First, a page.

This article was originally published in the November/December 2022 Issue of the WatchTime print magazine.
The angular Tetra sets a striking tone with four new limited-edition models. Each bright facade houses sound, traditional craftsmanship from the Glashütte manufacture. Our test shows how it all fits together.
Colorful versions of the unusual, square Nomos Tetra watch have been on the scene for a while now. Earlier renditions had more delicate nuances, and most came equipped with the hand-wound Alpha caliber, like the Immortal Beloved with its turquoise dial or the Divine Spark with its copper dial. The Grenadine clearly drew inspiration from the pomegranate, and the Matcha from mint tea. Now Nomos Glashütte has left understatement behind. Its four new Tetra models are thin, elegant and equipped with the DUW 3001 caliber, automatic, and presented in superbright colors. Here, colors are applied to the base material in a way that reflects light hitting the surface. This special technique creates a glossy effect that is similar to enamel.
The result is intense color of incredible depth and clarity. The striking, light beige Nomos type has a different effect on each dial color, with a yellowish tone on the red dial but appearing almost white on the blue one. The off-white dial is the exception. Here, the numerals, indexes and scales are printed in blue. The thin steel-like hands are like all the other models, except for the small seconds hand, which is red. The red hand also makes an appearance on the black dial — because, why not?
“These watches make a bolder statement than wearing sneakers with a sport coat,” says head of product management at Nomos, Heike Ahrendt. “Whether you’re a businessman or an NFT artist, a political up-and-comer or a YouTube star, a molecular research scientist or an interior designer, with these watches, Nomos Glashütte was thinking about confident, modern people who don’t follow the mainstream. In shape and size, they are neither masculine nor feminine; they are for everyone.”
Well, that’s certainly simply put and contemporary. The fact that the Tetra measures 33 mm along the case edge does not reveal its true size. This angular relative to the Tangente measures 46 mm across the diagonal, so it’s clearly not small. The Tetra’s elegance comes from the narrow frame of the two-part case, with its slender height of only 7.45 mm, combined with the small crown and fine, tiered lugs. A frictionfit sapphire crystal viewing window in the caseback is splash proof and pressure resistant to 3 bar.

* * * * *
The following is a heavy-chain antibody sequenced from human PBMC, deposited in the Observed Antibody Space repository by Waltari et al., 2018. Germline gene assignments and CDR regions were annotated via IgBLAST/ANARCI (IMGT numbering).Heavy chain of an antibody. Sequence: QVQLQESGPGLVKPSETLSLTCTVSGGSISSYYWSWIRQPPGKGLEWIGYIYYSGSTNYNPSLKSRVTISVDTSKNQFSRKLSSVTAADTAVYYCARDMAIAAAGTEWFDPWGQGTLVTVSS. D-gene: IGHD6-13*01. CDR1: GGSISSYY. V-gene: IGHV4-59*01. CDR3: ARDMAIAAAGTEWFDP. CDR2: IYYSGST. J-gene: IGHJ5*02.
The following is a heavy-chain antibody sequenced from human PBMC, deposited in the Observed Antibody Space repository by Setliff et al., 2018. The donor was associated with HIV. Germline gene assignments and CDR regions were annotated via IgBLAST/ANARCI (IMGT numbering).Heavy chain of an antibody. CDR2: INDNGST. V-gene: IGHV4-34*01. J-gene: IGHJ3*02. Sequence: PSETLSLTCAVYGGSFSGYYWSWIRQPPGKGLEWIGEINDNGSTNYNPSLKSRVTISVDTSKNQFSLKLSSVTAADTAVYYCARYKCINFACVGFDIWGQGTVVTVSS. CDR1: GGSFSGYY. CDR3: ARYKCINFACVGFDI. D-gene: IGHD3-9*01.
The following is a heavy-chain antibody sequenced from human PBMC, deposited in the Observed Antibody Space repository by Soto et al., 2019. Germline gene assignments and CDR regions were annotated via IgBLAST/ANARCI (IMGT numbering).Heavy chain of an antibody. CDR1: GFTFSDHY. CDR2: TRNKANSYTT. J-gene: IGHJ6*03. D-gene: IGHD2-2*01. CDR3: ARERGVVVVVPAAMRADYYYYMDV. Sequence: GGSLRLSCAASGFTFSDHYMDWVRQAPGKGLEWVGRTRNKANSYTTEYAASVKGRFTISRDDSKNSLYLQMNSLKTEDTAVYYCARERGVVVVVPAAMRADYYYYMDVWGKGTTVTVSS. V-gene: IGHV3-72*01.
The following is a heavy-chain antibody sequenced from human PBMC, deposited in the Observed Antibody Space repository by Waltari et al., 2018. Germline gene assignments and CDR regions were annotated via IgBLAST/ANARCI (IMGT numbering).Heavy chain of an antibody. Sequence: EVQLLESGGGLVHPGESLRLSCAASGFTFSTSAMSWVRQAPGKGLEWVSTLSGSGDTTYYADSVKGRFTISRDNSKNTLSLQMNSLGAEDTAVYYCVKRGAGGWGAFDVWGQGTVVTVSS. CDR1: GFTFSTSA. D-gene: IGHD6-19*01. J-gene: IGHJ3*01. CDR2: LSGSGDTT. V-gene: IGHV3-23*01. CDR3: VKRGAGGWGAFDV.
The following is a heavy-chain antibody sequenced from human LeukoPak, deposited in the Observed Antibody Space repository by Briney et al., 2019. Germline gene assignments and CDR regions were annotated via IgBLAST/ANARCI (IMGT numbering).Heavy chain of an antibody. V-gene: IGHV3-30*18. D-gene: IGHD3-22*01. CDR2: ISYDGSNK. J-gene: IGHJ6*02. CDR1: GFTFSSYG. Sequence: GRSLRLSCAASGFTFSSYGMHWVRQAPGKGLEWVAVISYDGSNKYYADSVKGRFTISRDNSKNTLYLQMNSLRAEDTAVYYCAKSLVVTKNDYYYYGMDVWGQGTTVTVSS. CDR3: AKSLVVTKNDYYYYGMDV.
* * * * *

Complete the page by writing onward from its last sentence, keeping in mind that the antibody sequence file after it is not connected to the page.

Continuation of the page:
Behind the exciting, colorful, angular façade, the Tetra is respectable and down to earth, maybe even a bit conservative. Nomos Glashütte leaves nothing to be desired, and with the automatic Caliber DUW 3001, underscores its longestablished, in-house, “Made in Germany” expertise. And with the proprietary Nomos swing system, which became a part of this movement in 2015, the company finally gained independence from Swiss suppliers. Nomos’s own balance wheel, with a Carl Haas tempered blue hairspring, oscillates beneath a sturdy bridge at a rate of 3 Hz. The three-quarter plate of the DUW 3001 (typical in Glashütte watchmaking) obscures the gear train as well as the ratchet wheel and double click wheel for the self-winding mechanism. This complex and efficient system converts the bidirectional motion of the rotor into a single-sided winding of the mainspring and creates a power reserve of up to 43 hours.
A look through the round sapphire crystal window in the square Tetra friction-fit caseback reveals signature Glashütte decorations, such as Nomos perlage on the mainplate, Glashütte ribbing on the bridges and the skeletonized rotor, tempered blue screws, and gold-enhanced engraving — including the individual movement registration number on every Nomos caliber. DUW stands for “NOMOS Glashütte Deutsche Uhrenwerke” and the manufacture spells this out in capital letters on the rotor of the DUW 3001 movement, which is adjusted in compliance with the chronometer standard.
One question remained unanswered: Is it the square cases that house the thin, round automatic movements or is it the striking dials that cause each movement to tick a little bit differently? All rate results remained consistently within the self-imposed chronometer standards, even when we saw fluctuations into the minus range and sometimes close to the border area. For example, the DUW 3001 in the red Tetra gained 5.9 seconds when fully wound, while the movement in the black version lost 2.1 seconds. And after 24 hours of running time without additional winding, the same movement was running in the plus range with a daily gain of 2.8 seconds. The red Tetra proved itself in daily wear with a gain of 5.3 seconds on the wrist, while the black version had a minor deviation of only 1 second when worn.
Nomos is releasing the Tetra Neomatik – 175 Years Watchmaking Glashütte in a limited edition of only 175 pieces of each version (noted by the engraved number on each caseback) and has announced that each watch comes with a gift— a Nomos folding clasp is available at no additional cost, which fits on the highly polished, hand-oiled remborded strap made of Horween Genuine Shell Cordovan. However, we noted that threading the pin of the clasp into the solid leather strap may scratch the horse leather. Also, the loop of the clasp is not fixed in place and can slip over the simple folding clasp. It’s not a terrible thing, of course, but it can be a bit annoying if you’re putting the watch on in a hurry.
The leather for the strap is from a small area on the horse’s back, which cannot be reached by the horse’s teeth or tail. It is particularly thick and durable, so it takes a while for the strap to soften when worn — just as it may take some time to confidently wear a bright red or an intense blue watch in public. It’s certainly not for everyone.